Friday, June 08, 2007

Whole Foods in Trouble?

Whole Foods and Wild Oats

More Sowing to be Done?

Whole Foods: Shares of the natural-foods grocer tumbled 3% the day after it was announced that the Federal Trade Commission was suing to block its purchase of Wild Oats. The move led Morgan Stanley to downgrade Whole Foods, saying, “For a stock already struggling with poor core earnings performance, uncertainty over the merger only adds to near-term investment risks.” The ruling also could have greater implications for the M&A market, which leads to…

Wall Street Journal

FTC Challenges Whole Foods-Wild Oats Merger

Posted by Peter Lattman

June 6, 2007

The WSJ has three stories related to Whole Foods. In one, we learned that the natural-foods grocer is opening its first store in London. In another, we learned that the traditional grocers like Kroger and SuperValu are fighting back after being crushed from Wal-Mart on the low end and Whole Foods from on high.

But it’s the third story that really turns us on. The FTC said yesterday that it would file a complaint today to block the proposed merger between Whole Foods and Wild Oats, arguing that the merger would lead to higher prices for natural and organic products in markets where the two chains compete. Whole Foods announced in February that it planned to acquire Wild Oats for $565 million. It’s an unusual move for the Bush adminstration; the WSJ cites a study showing that the administration rarely meets a merger it doesn’t like.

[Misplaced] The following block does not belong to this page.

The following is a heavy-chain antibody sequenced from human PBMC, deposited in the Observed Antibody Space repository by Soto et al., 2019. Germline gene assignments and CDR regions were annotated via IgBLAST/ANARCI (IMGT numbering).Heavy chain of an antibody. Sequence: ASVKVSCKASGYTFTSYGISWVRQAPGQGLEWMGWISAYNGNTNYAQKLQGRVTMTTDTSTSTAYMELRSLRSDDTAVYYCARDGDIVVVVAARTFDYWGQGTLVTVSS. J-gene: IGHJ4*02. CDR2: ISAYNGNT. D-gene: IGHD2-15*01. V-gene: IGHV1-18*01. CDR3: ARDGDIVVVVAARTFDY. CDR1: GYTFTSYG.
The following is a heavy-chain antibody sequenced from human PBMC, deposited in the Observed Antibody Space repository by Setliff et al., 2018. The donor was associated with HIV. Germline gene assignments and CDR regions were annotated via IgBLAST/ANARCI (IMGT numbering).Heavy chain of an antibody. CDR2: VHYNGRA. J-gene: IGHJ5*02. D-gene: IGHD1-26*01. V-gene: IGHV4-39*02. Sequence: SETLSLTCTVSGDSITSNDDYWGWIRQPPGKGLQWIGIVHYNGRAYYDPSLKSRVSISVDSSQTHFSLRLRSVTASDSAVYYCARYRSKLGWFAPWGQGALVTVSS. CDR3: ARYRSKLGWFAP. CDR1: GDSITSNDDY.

Says Jeffrey Schmidt, director of the FTC’s bureau of competition: “If Whole Foods is allowed to devour Wild Oats, it will mean higher prices, reduced quality and fewer choices for consumers.”

“Grass-fed organic baloney!” say Whole Foods and Wild Oats executives. They say that Whole Foods not only competes with natural and organic food stores, but more traditional chains as well. (Indeed, they might consider emailing the FTC today’s WSJ story on traditional supermarkets.) A Wall Street analyst told the Times that 74 percent of natural and organic foods were now sold through conventional supermarkets and the like.

Stephen Calkins, a law professor at Wayne State and former FTC general counsel, told the Times the FTC’s challenge was reminscent of its block of a merger in 1997 between Staples and Office Depot. Though the stores argued that office products were widely available, the FTC said that prices at both stores depended on the proximity of other office superstores. He told the Times:

“In terms of Whole Foods, the single most important question will be: Are the prices higher when the other store is not present?”

The WSJ says the move to block the merger boils down to a different question: Are Whole Foods and Wild Oats natural-food chains or grocery stores?